On May 30, President Trump signed into law the bipartisan “Right to Try Act” which offers people with advanced and terminal illnesses who have failed all available treatments to have access to experimental drugs that might help if the drugs have passed Phase 1 FDA trials. 40 states have enacted similar laws. The federal law expands access to those people living in the 10 states that haven’t passed such laws, but does not add much else that’s new.
The Act has been hailed by advocates as a giant step in support of patient choice, but it is not such a simple issue as "bureaucrats were preventing sick people from getting treatments that can help them”- as some would imply.
Let's start with the fact that the FDA already has an expanded access ("compassionate use”) policy that allows access to drugs that have passed phase 1 trials for terminally ill patients who have no other treatment choices left.
USA Today reported (March 31, 2018), that "of the nearly 5,800 requests the FDA received from 2012 through 2015, the agency approved 99 percent of them, according to the Government Accountability Office. The most common reasons requests were denied included incomplete applications, safety concerns, the availability of adequate alternative therapies and evidence that the drug was ineffective for the intended use, according to the GAO." These requests can be approved over the phone or in some cases in a few days. Unfortunately, this was not the case, for instance, 30 years ago when AZT, then experimental, wasn’t available to patients with HIV infections and AIDS.
The Act and the state laws that it mimics, while appearing to be a reasonable approach that allow dying patients access to drugs that offer a chance of benefit, raise several causes for concern - the first of which is that they open the door for quacks and fly-by-night clinics that abuse patients by offering false hope of inflated results and miracle cures.
Phase 1 (safety and dosage) studies are very early in the drug development process. According to the FDA website (www.fda.gov) Phase 1 studies enroll 20-100 participants, who may be healthy volunteers, except that if it’s a cancer treatment drug the participants will have that type of cancer. The FDA explains that “researchers adjust dosing schemes based on animal data to find out how much of a drug the body can tolerate and what its acute side effects are.” There is no useful data on efficacy at this stage. 30% of drugs fail to get past Phase 1. Phase 2 studies enroll “up to several hundred people with the condition" but the FDA warns "these studies aren't large enough to show whether the drug will be beneficial.” 33% make it to Phase 3 studies of "efficacy and monitoring for adverse reactions". These larger studies are designed "to demonstrate whether or not a product offers a treatment benefit to a specific population.” Only 25-30% of drugs that start the process are found to be safe and effective, pass Phase 3, and are released to the market. Large (several thousand participant) post-marketing Phase 4 studies continue to monitor for adverse drug reactions.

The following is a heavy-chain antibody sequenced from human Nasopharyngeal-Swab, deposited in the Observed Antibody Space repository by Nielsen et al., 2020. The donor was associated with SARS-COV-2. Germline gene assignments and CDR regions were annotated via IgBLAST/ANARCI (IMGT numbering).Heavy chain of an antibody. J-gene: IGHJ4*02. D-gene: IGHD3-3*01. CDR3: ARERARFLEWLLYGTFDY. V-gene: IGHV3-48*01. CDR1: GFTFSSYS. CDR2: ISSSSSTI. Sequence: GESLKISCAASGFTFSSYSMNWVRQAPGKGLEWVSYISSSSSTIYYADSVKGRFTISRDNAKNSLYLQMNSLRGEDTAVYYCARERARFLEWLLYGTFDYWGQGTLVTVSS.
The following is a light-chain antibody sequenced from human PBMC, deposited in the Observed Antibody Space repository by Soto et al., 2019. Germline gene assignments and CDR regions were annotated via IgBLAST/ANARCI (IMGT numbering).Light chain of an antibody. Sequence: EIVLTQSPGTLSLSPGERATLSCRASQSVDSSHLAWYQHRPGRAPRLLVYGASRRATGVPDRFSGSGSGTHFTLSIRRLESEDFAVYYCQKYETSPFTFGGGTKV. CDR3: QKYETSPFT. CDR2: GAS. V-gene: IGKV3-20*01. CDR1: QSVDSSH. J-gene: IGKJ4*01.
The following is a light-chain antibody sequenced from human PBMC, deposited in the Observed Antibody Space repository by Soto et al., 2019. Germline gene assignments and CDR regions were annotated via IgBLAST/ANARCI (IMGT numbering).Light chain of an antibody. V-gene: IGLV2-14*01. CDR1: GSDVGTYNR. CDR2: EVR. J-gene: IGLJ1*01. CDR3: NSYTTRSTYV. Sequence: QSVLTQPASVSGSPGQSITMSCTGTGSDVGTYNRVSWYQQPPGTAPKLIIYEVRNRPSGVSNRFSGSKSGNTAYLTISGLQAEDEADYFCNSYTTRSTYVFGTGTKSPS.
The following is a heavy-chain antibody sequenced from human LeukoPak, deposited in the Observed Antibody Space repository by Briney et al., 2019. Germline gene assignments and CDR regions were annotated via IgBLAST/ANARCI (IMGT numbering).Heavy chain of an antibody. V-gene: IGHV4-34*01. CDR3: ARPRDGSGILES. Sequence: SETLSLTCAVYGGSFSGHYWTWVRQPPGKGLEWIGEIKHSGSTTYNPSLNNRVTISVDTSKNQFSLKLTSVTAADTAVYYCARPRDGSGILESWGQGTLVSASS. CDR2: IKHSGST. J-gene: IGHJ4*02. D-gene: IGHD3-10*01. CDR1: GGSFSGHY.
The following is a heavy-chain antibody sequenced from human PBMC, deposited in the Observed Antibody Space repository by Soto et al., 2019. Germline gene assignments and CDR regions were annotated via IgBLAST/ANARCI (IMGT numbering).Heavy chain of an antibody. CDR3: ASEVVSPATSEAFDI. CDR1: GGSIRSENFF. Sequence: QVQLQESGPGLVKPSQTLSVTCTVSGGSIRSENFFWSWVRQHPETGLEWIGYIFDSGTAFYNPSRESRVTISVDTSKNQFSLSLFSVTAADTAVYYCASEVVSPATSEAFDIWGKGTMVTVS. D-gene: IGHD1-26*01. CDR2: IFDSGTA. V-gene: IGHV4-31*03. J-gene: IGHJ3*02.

On January 22, 2018 the Los Angeles Times reported in Right-to-try laws are hazardous to your health…: “As…reported...in the Journal of the American Medical Association, 'most of the drugs that succeed in phase 1 trials turn out to be too unsafe or ineffective for clinical use.’"
Information about these drugs in early stages of development is not readily available to most physicians, who are under no obligation to prescribe an experimental drug even if they know about it. The law doesn't require a drug company to provide the drug and it doesn't limit the price, which could be exorbitant (likely more than the exorbitant prices of some drugs when they do reach the market). The cost is unlikely to be paid by insurance and certainly not by Medicare, which doesn't pay for experimental treatments that haven't been approved by the FDA. Moreover, insurers and Medicare won’t pay for treatment of complications of unapproved therapies, leaving patients exposed to unlimited costs if something goes wrong. And most of the state laws, which are still on the books, rescind eligibility for hospice if the patient is receiving active therapy, including these unapproved drugs.
There is always the risk, since the drug hasn't gone through the full testing process, that it will fail to work, increase pain and suffering, and/or shorten life. The FDA approval process is designed to detect these risks and protect the public by preventing dangerous and ineffective drugs from reaching the market. The pharmaceutical company may indeed drop development of the drug based on studies showing lack of effectiveness or harm and may never bring it to market, leaving those who used it under the Right to Try Act in the lurch, having paid dearly for a useless or dangerous treatment.
There is a political agenda at work here that must be acknowledged - an anti-regulatory philosophy that would weaken FDA oversight of drug development even though that system has generally worked well and has been modernized and streamlined in recent years, including the expanded access program mentioned above.
On a positive note, the law holds physicians and pharmaceutical companies harmless if there are adverse effects from prescribing or providing an unapproved drug and since the drugs is being used in the most advanced cases, negative outcomes won’t be used to delay or block FDA approval.
So while I can see that very sick people who have exhausted all other avenues of treatment are anxious to find something else that can help, I’m not so sure this approach is the silver bullet. That being said, if I were in this position with a terminal illness and all other treatment options had been tried and failed, I would probably try a Phase 1 experimental drug myself figuring that I had nothing to lose.